Mount Rinjani or Gunung Rinjani is easily the most spectacular attraction in the island of Lombok since nothing is taller than this 3,726-meter high volcano, the second tallest volcano in all of Indonesia. It is an active volcano whose last eruption was in October 2004. For this reason, the Gunung Rinjani Observation Post in the village of Lawang is keeping a close watch since Mount Rinjani, although dangerously active, is still a leading tourist destination.
Rinjani tourism is growing since trekkers and hikers are still allowed to climb all the way up to the crater. Also on top of the volcano is a 6-km wide caldera, which contains hot springs with some of its parts now partially filled by the water coming from the crater lake, Segara Anak (“Child of the Sea”). The crater lake is 2,000 meters above sea level and is estimated to be about 200 meters deep. Expert trekkers and mountaineers just love visiting these intriguing yet dangerous volcanic features.
It takes an expert climber to scale Mount Rinjani. Even the toughest mountaineer ends up huffing and puffing at the summit. The climb involves a hike through a savanna, forest area, river, sandy trek and huge rocks. Somewhere in the middle is a lake camp area where trekkers could take a break if they were not in a hurry. As the path begins to rise, the trail gets very steep and slippery. It also gets very cold near the peak. When it rains, the path turns into a muddy river. It is very important to climb with a team of experienced mountain climbers led by an official guide who knows detours and shorter treks.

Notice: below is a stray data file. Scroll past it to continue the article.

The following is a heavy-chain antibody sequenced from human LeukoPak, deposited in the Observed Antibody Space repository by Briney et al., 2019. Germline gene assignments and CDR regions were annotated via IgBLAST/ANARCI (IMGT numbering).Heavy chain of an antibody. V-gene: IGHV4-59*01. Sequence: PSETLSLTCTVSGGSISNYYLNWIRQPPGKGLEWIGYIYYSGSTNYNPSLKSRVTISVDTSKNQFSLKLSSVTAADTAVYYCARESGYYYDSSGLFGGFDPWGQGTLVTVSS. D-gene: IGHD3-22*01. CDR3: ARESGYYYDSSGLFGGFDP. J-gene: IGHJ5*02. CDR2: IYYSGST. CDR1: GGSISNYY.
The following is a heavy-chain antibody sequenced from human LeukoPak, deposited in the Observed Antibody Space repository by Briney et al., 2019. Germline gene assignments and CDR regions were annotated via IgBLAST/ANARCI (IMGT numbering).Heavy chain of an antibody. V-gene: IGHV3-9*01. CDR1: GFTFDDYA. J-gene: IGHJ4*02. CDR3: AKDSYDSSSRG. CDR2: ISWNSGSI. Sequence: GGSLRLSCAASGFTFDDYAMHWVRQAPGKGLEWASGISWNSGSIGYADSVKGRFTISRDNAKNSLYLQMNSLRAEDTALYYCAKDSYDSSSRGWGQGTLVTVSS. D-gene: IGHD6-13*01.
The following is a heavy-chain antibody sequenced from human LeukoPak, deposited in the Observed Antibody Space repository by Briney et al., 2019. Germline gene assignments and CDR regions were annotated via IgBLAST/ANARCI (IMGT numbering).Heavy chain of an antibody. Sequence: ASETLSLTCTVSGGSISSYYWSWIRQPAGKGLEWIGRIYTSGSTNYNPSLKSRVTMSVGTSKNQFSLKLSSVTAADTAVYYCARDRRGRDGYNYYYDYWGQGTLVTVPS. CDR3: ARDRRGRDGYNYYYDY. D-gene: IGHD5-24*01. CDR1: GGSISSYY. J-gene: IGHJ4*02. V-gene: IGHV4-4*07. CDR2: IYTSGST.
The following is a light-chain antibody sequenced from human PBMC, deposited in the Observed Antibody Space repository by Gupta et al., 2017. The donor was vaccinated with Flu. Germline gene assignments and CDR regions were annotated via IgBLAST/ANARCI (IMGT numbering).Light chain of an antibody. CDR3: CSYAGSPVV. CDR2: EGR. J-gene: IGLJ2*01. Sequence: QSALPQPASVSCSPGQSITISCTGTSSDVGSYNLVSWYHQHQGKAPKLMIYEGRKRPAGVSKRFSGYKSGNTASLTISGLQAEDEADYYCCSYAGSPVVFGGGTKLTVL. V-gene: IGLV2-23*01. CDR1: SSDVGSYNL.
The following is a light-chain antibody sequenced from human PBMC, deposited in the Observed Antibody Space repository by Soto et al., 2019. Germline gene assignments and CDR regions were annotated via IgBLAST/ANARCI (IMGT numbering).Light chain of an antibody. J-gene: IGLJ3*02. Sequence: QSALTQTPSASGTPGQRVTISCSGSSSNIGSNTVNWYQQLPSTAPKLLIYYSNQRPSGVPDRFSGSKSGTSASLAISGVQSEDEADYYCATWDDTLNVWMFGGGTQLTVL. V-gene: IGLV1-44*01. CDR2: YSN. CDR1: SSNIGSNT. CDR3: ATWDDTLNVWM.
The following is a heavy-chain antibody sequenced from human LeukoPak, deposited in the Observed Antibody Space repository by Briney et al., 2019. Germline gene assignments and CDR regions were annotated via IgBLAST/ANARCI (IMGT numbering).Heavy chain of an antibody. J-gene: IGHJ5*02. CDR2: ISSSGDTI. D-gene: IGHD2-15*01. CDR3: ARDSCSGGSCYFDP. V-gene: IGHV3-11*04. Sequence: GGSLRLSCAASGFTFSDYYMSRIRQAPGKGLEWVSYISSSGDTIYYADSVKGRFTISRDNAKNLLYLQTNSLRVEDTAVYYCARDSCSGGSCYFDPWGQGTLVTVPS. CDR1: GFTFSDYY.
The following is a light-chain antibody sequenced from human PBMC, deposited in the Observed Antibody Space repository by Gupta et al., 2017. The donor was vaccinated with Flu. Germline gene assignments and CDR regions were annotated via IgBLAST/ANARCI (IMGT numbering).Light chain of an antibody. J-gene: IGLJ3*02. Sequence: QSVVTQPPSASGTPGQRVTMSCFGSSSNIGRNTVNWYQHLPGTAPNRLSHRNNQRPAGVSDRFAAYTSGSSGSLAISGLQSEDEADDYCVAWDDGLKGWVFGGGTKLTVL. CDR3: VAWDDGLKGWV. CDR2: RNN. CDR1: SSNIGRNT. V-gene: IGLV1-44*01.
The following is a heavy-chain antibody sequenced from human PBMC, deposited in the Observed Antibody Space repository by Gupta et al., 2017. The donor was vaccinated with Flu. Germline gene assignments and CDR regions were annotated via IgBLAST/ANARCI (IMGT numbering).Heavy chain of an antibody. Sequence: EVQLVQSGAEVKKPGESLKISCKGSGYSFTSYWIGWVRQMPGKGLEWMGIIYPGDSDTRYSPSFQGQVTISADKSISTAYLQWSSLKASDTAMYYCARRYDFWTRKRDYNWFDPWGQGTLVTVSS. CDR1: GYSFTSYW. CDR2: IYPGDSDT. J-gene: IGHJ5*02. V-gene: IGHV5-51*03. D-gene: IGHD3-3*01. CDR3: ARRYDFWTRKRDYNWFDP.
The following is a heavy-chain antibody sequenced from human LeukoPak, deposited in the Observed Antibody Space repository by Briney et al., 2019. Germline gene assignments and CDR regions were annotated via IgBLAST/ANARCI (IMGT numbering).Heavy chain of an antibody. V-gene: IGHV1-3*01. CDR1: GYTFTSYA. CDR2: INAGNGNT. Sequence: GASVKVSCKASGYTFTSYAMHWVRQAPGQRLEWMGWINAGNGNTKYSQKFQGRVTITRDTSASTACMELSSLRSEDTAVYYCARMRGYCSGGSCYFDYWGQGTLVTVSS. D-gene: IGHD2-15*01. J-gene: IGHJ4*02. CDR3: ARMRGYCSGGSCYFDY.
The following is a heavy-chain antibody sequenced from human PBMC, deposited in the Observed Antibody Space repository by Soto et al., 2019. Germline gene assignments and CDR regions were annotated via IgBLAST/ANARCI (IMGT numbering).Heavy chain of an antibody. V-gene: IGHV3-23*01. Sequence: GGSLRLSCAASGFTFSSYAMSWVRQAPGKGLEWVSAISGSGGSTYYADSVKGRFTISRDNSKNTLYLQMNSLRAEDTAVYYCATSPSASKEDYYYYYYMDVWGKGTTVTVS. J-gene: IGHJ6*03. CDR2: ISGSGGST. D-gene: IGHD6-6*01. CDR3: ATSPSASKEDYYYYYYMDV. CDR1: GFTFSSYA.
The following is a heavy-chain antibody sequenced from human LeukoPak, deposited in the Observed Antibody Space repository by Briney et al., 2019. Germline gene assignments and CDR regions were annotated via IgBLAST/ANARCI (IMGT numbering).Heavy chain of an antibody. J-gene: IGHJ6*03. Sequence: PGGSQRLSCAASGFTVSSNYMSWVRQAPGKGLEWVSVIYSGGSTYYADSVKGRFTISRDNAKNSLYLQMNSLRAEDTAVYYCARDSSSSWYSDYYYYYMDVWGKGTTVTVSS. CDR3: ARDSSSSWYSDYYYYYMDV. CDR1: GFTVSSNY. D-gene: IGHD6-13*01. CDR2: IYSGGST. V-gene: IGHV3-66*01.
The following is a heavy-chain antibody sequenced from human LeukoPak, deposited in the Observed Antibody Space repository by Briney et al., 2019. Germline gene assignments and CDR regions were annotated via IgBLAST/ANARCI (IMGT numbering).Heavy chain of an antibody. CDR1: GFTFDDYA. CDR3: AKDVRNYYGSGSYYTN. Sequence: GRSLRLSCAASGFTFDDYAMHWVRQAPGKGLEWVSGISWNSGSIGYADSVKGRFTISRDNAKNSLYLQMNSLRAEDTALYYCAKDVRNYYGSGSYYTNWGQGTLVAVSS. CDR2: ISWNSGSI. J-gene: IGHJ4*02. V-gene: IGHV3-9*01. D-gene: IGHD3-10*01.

Before the climb, trekkers must make sure to have enough clothes for the hike, wrap the extra clothes in waterproof containers, waterproof jogging pants to keep the legs warm, extra socks, windbreaker, rain coat, scarf (to protect against dust), hat, gloves, and definitely a flashlight. The trek typically starts at 2:00 a.m.
It is impossible to climb Mount Rinjani without the help of a local guide or official tour operator. There are several operators or agencies in the capital city of Mataram or the tourist hub in Senggigi. There are also a number of local guides upon entering the park. A climb costs about US$200-300. The only downside to the climb (other than it being so difficult) is the presence of scattered pieces of trash along the trail.
Nominated as a UNESCO World Geopark, Mount Rinjani and its surrounding areas are now protected by the Gunung Rinjani National Park. Established in 1997, this 41-hectare wide park consists of mountains, waterfalls and a rainforest. The park is home to a number of endangered animals such as the Rusa deer, Indian muntja, Surili monkeys, Sunda porcupine, helmeted friarbird, and scaly-crowned honeyeater, as well as rare plants such as the big leaf mahogany, Vanda orchid, and pearly everlasting. In 2005 and 2008, Mount Rinjani was a finalist for the Tourism for Tomorrow Awards, and in 2004 a recipient of the World Legacy Award from Conservation International and Traveler.